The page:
“The process is evolving and it makes the most sense to package the various aspects together in a single set of targets,” Waters said.
Peruvian government sources told Bloomberg BNA that while the 2015 text will be legally binding based on previous decisions, it is not yet clear whether the INDCs themselves—which will appear in a separate annex—will be legally binding. The U.S. continues to oppose making the INDCs legally binding, but a growing consensus among other countries is that they should be binding, according to sources.
“The overwhelming majority of countries want the INDCs to be legally binding,” Ruth Davis, a Greenpeace U.K. activist, said at a briefing.
The draft text still left out many key points, including whether the commitment period that starts when the 2015 text goes into effect in 2020 should last five or 10 years. A compromise solution under discussion in the negotiations, according to the EU’s Arias Cañete, is to include both a 2025 and 2030 target in the text.
Also, some delegates said they wished to see adaptation goals within the text linked to climate. If temperatures rise more than expected it would trigger stronger commitments to adaptation funding. That topic was under discussion, but left out of the first draft of the text.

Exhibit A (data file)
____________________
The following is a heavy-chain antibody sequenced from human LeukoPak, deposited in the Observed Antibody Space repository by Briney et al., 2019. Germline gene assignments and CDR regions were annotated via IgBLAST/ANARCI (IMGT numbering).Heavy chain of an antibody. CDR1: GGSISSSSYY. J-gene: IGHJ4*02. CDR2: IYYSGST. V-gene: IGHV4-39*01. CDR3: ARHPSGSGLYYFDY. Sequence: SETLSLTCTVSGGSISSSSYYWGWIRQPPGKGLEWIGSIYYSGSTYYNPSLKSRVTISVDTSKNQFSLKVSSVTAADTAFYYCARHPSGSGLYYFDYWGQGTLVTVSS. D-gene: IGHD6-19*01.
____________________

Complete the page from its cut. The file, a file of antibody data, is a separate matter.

One of the most problematic issues in the text is the issue of “differentiation”—how to define the difference between rich and poor countries and whether the two (or more) groups should have different types of obligations in the 2015 treaty. The breakdown of 36 industrialized Annex I countries and the rest of the world as non-Annex I used in the 1997 Kyoto Protocol is not expected to be continued in the 2015 text.
The Lima package of results will be the official communiqué released on the final day of the talks, including all the accomplishments of the meetings. While progress will be made on the 2015 draft text, it is not expected to be completed until next year’s Paris summit. Lima is expected to see an agreement on financial goals, gender issues within the climate context, and efforts to reduce emissions before the new agreement enters into force in 2020.
“Delegates will go through these issues line by line, comma by comma, to find an agreement,” UNFCCC’s Figueres said, noting most of the work will be done by high level delegation heads.
Pulgar-Vidal, the COP president, will start the ball rolling on that part of the process with a late-night stocktaking session scheduled for Dec. 8. The results of that, combined with the multilateral assessment that ran Dec. 6–8, will form the basis of the communiqué.